Photonic aspects of networks: from long-distance quantum networks to the brain
Committee MemberBarclay, Paul E.
Wieser, Michael E.
Sangouard, Nicolas D.
Schrödinger cat states
Distributed quantum computing
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AbstractPhotons, the fundamental quanta of the electromagnetic field, travel at the fastest possible speed, and interact relatively weakly with the environment. These features make them ideal for several practical applications, particularly in the transport of both classical and quantum information. One could also wonder whether nature itself realized the usefulness of these unique entities and through evolution made living beings rely on them for some physiological functions. In my thesis, I cover an example for each of these roles a photon can take. As the first example, I describe our theoretical work pertaining to an important practical application where photons can carry quantum information and mediate entanglement between distant quantum computing nodes. We designed a novel quantum repeater architecture using superconducting processors and optical links, which we believe is the first concrete proposal towards this goal. We compared our repeater’s performance with a few other promising approaches and showed that ours could yield higher entanglement distribution rates with good fidelities in appropriate regimes. Such an architecture could be pertinent to envision a quantum internet in the future, something that would be analogous to, but much more secure and powerful in certain aspects than today’s classical internet. As the second example, I describe our theoretical work where we speculate on the potential role of photons observed in mammalian brains. Could we be using these photons as information carriers in addition to the well-known electrochemical signals? We show, based on detailed theoretical modelling, that myelinated axons could serve as good optical waveguides in the brain, which can answer this question in the affirmative. Ours is the first proposal identifying myelinated axons as potential optical waveguides. There is indirect experimental evidence to support this hypothesis, and we propose precise experiments to test the waveguide capabilities directly. Since these photons can also in principle carry quantum information, we further speculate on the existence of quantum networks in the brain. Our work could help develop a better understanding of some of the biggest unsolved problems in neuroscience, possibly including the generation of our subjective conscious experience.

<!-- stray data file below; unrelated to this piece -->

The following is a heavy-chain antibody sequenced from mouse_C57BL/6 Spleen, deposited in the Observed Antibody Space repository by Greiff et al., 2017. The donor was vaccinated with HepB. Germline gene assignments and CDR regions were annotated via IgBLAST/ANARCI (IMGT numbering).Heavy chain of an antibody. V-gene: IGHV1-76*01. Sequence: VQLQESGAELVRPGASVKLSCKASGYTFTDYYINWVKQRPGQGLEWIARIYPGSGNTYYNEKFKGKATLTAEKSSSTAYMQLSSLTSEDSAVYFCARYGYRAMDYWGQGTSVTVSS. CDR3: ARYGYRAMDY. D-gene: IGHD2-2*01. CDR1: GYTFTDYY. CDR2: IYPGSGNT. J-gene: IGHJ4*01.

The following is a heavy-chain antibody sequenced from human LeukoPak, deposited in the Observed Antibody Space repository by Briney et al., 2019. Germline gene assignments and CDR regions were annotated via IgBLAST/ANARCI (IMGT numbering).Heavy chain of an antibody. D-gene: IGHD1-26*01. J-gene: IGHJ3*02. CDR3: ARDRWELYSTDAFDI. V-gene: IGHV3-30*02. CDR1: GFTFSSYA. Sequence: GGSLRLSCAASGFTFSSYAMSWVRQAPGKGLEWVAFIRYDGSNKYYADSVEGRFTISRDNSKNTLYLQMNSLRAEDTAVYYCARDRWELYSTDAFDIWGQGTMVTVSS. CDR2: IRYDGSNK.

CitationKumar, S. (2020). Photonic aspects of networks: from long-distance quantum networks to the brain (Unpublished doctoral thesis). University of Calgary, Calgary, AB.
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